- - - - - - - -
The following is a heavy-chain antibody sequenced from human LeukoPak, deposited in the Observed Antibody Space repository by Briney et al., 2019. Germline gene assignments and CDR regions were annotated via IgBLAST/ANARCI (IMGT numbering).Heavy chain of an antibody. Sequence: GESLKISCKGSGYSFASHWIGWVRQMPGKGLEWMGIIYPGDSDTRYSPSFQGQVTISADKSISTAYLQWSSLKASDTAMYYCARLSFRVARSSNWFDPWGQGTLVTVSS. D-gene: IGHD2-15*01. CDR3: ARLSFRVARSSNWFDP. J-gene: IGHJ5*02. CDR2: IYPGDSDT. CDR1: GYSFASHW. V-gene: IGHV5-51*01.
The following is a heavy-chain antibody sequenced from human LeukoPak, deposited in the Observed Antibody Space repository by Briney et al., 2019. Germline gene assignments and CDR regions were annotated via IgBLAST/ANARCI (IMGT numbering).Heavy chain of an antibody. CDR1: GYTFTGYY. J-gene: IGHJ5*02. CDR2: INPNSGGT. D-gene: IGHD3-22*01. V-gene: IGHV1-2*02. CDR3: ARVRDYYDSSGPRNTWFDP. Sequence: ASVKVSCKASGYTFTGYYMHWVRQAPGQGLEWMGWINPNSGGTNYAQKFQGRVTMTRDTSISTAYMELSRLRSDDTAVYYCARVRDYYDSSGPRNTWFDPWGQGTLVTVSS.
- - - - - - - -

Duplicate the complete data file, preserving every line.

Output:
The following is a heavy-chain antibody sequenced from human LeukoPak, deposited in the Observed Antibody Space repository by Briney et al., 2019. Germline gene assignments and CDR regions were annotated via IgBLAST/ANARCI (IMGT numbering).Heavy chain of an antibody. Sequence: GESLKISCKGSGYSFASHWIGWVRQMPGKGLEWMGIIYPGDSDTRYSPSFQGQVTISADKSISTAYLQWSSLKASDTAMYYCARLSFRVARSSNWFDPWGQGTLVTVSS. D-gene: IGHD2-15*01. CDR3: ARLSFRVARSSNWFDP. J-gene: IGHJ5*02. CDR2: IYPGDSDT. CDR1: GYSFASHW. V-gene: IGHV5-51*01.
The following is a heavy-chain antibody sequenced from human LeukoPak, deposited in the Observed Antibody Space repository by Briney et al., 2019. Germline gene assignments and CDR regions were annotated via IgBLAST/ANARCI (IMGT numbering).Heavy chain of an antibody. CDR1: GYTFTGYY. J-gene: IGHJ5*02. CDR2: INPNSGGT. D-gene: IGHD3-22*01. V-gene: IGHV1-2*02. CDR3: ARVRDYYDSSGPRNTWFDP. Sequence: ASVKVSCKASGYTFTGYYMHWVRQAPGQGLEWMGWINPNSGGTNYAQKFQGRVTMTRDTSISTAYMELSRLRSDDTAVYYCARVRDYYDSSGPRNTWFDPWGQGTLVTVSS.